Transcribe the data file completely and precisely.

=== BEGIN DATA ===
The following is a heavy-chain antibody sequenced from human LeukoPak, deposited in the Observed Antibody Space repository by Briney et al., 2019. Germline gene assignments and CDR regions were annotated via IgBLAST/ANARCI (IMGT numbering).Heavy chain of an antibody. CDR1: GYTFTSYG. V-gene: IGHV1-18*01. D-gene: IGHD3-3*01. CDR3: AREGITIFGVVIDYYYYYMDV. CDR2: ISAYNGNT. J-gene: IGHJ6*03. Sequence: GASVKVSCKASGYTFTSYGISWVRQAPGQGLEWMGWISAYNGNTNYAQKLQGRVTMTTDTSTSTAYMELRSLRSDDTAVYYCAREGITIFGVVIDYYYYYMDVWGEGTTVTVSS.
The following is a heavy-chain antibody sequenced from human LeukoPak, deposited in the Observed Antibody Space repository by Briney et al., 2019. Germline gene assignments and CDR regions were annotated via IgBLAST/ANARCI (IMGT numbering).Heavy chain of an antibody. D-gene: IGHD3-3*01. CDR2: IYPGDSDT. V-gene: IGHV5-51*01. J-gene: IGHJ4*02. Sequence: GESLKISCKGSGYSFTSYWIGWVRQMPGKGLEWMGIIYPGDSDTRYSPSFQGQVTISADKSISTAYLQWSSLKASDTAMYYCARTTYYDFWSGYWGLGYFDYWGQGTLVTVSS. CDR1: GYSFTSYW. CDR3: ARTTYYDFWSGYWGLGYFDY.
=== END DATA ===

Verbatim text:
The following is a heavy-chain antibody sequenced from human LeukoPak, deposited in the Observed Antibody Space repository by Briney et al., 2019. Germline gene assignments and CDR regions were annotated via IgBLAST/ANARCI (IMGT numbering).Heavy chain of an antibody. CDR1: GYTFTSYG. V-gene: IGHV1-18*01. D-gene: IGHD3-3*01. CDR3: AREGITIFGVVIDYYYYYMDV. CDR2: ISAYNGNT. J-gene: IGHJ6*03. Sequence: GASVKVSCKASGYTFTSYGISWVRQAPGQGLEWMGWISAYNGNTNYAQKLQGRVTMTTDTSTSTAYMELRSLRSDDTAVYYCAREGITIFGVVIDYYYYYMDVWGEGTTVTVSS.
The following is a heavy-chain antibody sequenced from human LeukoPak, deposited in the Observed Antibody Space repository by Briney et al., 2019. Germline gene assignments and CDR regions were annotated via IgBLAST/ANARCI (IMGT numbering).Heavy chain of an antibody. D-gene: IGHD3-3*01. CDR2: IYPGDSDT. V-gene: IGHV5-51*01. J-gene: IGHJ4*02. Sequence: GESLKISCKGSGYSFTSYWIGWVRQMPGKGLEWMGIIYPGDSDTRYSPSFQGQVTISADKSISTAYLQWSSLKASDTAMYYCARTTYYDFWSGYWGLGYFDYWGQGTLVTVSS. CDR1: GYSFTSYW. CDR3: ARTTYYDFWSGYWGLGYFDY.